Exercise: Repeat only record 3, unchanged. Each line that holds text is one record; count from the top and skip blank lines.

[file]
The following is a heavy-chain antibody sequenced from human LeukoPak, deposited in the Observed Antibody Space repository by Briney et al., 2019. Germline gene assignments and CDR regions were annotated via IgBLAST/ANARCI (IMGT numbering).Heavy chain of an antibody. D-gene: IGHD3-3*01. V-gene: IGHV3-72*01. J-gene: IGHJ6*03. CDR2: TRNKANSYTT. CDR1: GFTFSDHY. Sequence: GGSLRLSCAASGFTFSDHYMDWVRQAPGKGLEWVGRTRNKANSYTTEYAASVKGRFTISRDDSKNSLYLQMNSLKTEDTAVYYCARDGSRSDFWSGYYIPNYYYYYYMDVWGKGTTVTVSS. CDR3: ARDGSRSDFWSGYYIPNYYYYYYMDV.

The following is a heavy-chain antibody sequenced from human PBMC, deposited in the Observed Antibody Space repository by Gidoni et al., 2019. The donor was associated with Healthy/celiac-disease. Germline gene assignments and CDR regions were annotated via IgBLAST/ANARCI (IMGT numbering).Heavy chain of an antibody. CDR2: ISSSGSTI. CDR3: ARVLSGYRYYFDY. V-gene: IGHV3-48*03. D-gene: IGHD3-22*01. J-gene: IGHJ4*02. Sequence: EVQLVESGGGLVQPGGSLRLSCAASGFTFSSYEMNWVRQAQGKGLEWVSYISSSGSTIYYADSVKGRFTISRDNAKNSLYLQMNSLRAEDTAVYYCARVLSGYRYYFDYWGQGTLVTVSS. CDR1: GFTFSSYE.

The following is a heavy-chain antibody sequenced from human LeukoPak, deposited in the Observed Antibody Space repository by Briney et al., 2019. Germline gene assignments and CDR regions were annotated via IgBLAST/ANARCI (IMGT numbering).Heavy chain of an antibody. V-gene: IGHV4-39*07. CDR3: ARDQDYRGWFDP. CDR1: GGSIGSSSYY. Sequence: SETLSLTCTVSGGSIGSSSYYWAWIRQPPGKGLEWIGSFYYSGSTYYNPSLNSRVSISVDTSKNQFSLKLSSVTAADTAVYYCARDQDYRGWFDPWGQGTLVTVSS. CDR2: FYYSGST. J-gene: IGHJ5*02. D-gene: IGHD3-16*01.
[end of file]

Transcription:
The following is a heavy-chain antibody sequenced from human LeukoPak, deposited in the Observed Antibody Space repository by Briney et al., 2019. Germline gene assignments and CDR regions were annotated via IgBLAST/ANARCI (IMGT numbering).Heavy chain of an antibody. V-gene: IGHV4-39*07. CDR3: ARDQDYRGWFDP. CDR1: GGSIGSSSYY. Sequence: SETLSLTCTVSGGSIGSSSYYWAWIRQPPGKGLEWIGSFYYSGSTYYNPSLNSRVSISVDTSKNQFSLKLSSVTAADTAVYYCARDQDYRGWFDPWGQGTLVTVSS. CDR2: FYYSGST. J-gene: IGHJ5*02. D-gene: IGHD3-16*01.